Anyone who has watched the Netflix documentary Fyre Festival: The Greatest Party That Never Happened will be wondering about the ethics of PR people who knowingly peddle lies. And any PR person worth their salt will know that’s not how we roll.
The documentary gave us backstage access into the promotion of the Fyre Festival in the Bahamas, with promises of fancy villas, delicious, local food and non-stop partying with celebrities and social media influencers over two weekends in 2017.
It turns out festival organiser Billy McFarland and his coterie of supporters were engaged in mass delusion and fraud.
While the documentary focused on McFarland’s deception of investors, it also showed those who aided and abetted his criminal activities, including his PR team.
The hard-working hacks pumped out social media posts and press releases to generate excitement about the festival, knowing full well that they were doing more than stretching the truth. They saw the train wreck unfolding but kept going at full speed anyway.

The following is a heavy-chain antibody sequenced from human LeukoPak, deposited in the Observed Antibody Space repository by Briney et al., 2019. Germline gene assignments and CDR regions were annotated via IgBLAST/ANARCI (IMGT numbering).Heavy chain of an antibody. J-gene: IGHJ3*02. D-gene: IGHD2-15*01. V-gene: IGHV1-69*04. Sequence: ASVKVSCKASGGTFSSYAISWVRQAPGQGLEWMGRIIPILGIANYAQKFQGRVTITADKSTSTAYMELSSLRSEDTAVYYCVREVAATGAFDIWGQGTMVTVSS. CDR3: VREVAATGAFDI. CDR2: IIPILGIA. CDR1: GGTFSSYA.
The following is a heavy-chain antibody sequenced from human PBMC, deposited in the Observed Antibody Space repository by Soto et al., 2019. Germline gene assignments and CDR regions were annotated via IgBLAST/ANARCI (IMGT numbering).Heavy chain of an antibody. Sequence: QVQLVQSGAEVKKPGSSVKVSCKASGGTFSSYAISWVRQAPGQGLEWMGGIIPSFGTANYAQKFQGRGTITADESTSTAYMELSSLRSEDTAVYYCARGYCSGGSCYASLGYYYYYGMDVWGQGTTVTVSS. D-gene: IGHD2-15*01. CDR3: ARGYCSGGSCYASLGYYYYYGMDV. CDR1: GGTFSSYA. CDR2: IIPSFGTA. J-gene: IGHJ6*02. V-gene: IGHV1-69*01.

What happened to their sense of judgement? What about professional standards of ethics? What about their personal reputations? What about their self-respect?
As a communications professional, it beggars belief to watch these people indulge in such delusion.
It’s true we are paid to advocate for our clients, and we are loyal to them. But that doesn’t mean a licence to tell lies and defraud people.
Our job is to offer frank and fearless advice to our clients to protect their interests and to avoid harm to the public interest. If we are ever asked to flagrantly ignore these principles, then it’s probably time to walk away.